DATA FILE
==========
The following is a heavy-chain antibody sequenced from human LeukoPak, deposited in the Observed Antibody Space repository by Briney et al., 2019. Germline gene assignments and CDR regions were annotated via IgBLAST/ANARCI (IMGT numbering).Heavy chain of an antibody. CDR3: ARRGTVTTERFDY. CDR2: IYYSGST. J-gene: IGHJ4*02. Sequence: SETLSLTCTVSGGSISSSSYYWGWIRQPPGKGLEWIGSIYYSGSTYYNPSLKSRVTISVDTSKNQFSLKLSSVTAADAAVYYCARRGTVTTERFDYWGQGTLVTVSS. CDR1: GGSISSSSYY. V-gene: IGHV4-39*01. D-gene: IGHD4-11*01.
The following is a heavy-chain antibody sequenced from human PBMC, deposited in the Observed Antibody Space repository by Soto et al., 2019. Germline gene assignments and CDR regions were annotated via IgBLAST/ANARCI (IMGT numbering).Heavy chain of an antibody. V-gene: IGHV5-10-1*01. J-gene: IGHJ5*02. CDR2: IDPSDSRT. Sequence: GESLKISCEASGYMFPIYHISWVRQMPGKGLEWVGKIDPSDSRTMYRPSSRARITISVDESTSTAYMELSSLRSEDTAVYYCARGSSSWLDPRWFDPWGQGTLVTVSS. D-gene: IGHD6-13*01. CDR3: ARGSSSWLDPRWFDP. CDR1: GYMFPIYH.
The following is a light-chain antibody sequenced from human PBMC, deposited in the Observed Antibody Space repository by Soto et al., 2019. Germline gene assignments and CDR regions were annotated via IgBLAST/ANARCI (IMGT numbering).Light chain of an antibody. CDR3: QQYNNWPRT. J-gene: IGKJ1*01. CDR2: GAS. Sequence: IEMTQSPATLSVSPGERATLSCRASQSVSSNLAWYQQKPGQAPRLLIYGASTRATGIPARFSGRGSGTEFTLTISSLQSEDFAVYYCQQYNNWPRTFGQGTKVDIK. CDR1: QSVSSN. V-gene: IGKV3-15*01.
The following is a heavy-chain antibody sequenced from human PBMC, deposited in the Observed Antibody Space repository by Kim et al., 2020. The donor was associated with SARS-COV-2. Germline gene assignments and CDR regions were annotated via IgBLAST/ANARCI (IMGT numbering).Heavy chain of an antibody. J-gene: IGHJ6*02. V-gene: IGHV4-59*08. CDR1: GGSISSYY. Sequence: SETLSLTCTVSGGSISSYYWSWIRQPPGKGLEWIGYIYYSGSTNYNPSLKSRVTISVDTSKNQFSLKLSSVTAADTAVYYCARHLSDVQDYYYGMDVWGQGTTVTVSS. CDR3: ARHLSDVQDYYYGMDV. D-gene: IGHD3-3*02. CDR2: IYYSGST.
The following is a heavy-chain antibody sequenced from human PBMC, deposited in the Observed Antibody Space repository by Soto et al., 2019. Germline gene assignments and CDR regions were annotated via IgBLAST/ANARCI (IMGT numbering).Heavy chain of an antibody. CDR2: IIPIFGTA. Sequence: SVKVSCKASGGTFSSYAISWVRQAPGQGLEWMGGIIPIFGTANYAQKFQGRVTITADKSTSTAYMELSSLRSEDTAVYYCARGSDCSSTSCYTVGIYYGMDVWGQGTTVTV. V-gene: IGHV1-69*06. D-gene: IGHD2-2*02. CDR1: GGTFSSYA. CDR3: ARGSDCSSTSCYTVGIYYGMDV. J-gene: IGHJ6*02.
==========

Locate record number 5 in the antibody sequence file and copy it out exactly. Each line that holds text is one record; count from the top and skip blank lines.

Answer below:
The following is a heavy-chain antibody sequenced from human PBMC, deposited in the Observed Antibody Space repository by Soto et al., 2019. Germline gene assignments and CDR regions were annotated via IgBLAST/ANARCI (IMGT numbering).Heavy chain of an antibody. CDR2: IIPIFGTA. Sequence: SVKVSCKASGGTFSSYAISWVRQAPGQGLEWMGGIIPIFGTANYAQKFQGRVTITADKSTSTAYMELSSLRSEDTAVYYCARGSDCSSTSCYTVGIYYGMDVWGQGTTVTV. V-gene: IGHV1-69*06. D-gene: IGHD2-2*02. CDR1: GGTFSSYA. CDR3: ARGSDCSSTSCYTVGIYYGMDV. J-gene: IGHJ6*02.